It was all over in less than 20 seconds. Setting a new record for himself and his country, Andre De Grasse, the fastest man in Canada, won gold on Wednesday in a heart-pounding 200-metre sprint. He did it in 19.62 seconds, precisely 0.06 seconds ahead of second-place finisher Kenneth Bednarek of the U.S. In so doing, De Grasse secured Canada a gold in the 200-m sprint for the first time since 1928. The 26-year-old from Markham, Ont., has been a meteoric star in Canadian athletics since his debut at the Pan American junior championships in 2013, but Olympic gold stayed out of reach—until now. “This was the race of my life,” he told CBC, moments after picking himself up off the ground, where he lay, breathless, collapsed in joy, right after he finished his run. His marks Canada’s 15th medal at the Tokyo Games, all but De Grasse’s won by women. Say what you will about the Olympics—the corrupt politics, the weak COVID protocols, the regressive nationalism that feels passé in any other context. Moments like these—of united pride behind a single, exceptional human being doing something incredible in less than 20 seconds—are what make the Games worth coming back to, again and again.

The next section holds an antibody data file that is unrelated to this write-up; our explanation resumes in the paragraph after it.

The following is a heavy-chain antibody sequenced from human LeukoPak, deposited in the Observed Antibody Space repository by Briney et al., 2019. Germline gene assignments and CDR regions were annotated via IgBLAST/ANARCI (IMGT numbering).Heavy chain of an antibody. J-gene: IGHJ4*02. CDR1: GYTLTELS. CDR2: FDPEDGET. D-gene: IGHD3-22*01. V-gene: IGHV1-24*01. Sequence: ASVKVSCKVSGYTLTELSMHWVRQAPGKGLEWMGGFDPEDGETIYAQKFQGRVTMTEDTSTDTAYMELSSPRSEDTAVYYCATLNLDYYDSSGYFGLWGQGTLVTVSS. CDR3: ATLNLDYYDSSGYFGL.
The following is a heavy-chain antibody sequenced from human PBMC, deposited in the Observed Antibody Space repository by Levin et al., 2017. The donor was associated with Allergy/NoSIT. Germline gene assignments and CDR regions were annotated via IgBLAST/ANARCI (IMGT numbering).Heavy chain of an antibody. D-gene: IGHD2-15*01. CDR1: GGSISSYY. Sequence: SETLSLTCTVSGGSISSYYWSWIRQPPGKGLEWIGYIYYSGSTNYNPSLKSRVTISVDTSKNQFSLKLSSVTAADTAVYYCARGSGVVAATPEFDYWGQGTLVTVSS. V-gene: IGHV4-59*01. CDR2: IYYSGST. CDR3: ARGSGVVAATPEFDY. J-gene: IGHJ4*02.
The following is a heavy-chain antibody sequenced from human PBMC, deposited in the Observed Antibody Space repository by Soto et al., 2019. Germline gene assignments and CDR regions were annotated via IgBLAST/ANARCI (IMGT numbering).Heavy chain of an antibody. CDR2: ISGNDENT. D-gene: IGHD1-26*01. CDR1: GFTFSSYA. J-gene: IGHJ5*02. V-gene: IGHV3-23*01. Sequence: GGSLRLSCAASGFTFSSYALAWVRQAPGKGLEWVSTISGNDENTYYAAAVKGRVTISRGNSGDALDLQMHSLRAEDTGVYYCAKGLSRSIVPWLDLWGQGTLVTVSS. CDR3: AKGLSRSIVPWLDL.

Stand up and take a bow, Andre De Grasse
Image of the Week: Canada's 200-metre gold medallist, recumbent in glory